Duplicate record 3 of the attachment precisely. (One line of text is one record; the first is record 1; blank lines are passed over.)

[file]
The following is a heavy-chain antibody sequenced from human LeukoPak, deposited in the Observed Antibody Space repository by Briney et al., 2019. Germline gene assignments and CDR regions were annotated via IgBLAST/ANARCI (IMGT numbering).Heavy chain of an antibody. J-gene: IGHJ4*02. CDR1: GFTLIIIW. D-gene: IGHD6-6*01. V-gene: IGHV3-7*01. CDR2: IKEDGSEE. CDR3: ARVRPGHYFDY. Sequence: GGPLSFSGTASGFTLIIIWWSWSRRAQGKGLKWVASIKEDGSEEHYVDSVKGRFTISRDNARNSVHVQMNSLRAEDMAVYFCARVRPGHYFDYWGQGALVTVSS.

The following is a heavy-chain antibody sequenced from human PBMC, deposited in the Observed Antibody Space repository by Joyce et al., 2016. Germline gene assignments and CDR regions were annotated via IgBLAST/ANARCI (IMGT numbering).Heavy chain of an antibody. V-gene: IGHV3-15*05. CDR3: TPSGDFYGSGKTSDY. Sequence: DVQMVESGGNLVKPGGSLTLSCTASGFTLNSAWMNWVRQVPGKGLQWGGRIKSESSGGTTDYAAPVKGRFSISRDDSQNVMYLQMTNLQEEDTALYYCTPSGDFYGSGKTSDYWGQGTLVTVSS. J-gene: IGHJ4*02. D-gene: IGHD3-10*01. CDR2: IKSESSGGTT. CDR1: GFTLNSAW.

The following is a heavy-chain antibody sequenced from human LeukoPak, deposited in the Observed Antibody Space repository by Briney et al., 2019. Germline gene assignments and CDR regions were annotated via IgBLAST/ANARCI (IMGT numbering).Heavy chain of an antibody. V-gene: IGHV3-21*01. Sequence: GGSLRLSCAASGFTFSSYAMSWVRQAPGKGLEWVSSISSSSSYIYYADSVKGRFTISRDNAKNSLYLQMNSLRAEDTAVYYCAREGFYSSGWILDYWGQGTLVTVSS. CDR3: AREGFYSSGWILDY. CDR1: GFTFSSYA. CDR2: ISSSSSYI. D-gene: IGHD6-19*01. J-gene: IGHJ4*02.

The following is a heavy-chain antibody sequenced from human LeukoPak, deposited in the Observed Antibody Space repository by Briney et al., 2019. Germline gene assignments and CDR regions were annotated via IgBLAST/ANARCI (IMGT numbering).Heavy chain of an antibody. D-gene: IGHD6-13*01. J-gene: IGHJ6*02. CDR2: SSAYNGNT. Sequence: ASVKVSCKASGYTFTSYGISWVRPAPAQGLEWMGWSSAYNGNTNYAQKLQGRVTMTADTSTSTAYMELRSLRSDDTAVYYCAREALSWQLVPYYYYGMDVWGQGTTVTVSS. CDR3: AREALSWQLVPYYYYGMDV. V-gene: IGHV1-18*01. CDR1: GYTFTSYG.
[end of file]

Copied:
The following is a heavy-chain antibody sequenced from human LeukoPak, deposited in the Observed Antibody Space repository by Briney et al., 2019. Germline gene assignments and CDR regions were annotated via IgBLAST/ANARCI (IMGT numbering).Heavy chain of an antibody. V-gene: IGHV3-21*01. Sequence: GGSLRLSCAASGFTFSSYAMSWVRQAPGKGLEWVSSISSSSSYIYYADSVKGRFTISRDNAKNSLYLQMNSLRAEDTAVYYCAREGFYSSGWILDYWGQGTLVTVSS. CDR3: AREGFYSSGWILDY. CDR1: GFTFSSYA. CDR2: ISSSSSYI. D-gene: IGHD6-19*01. J-gene: IGHJ4*02.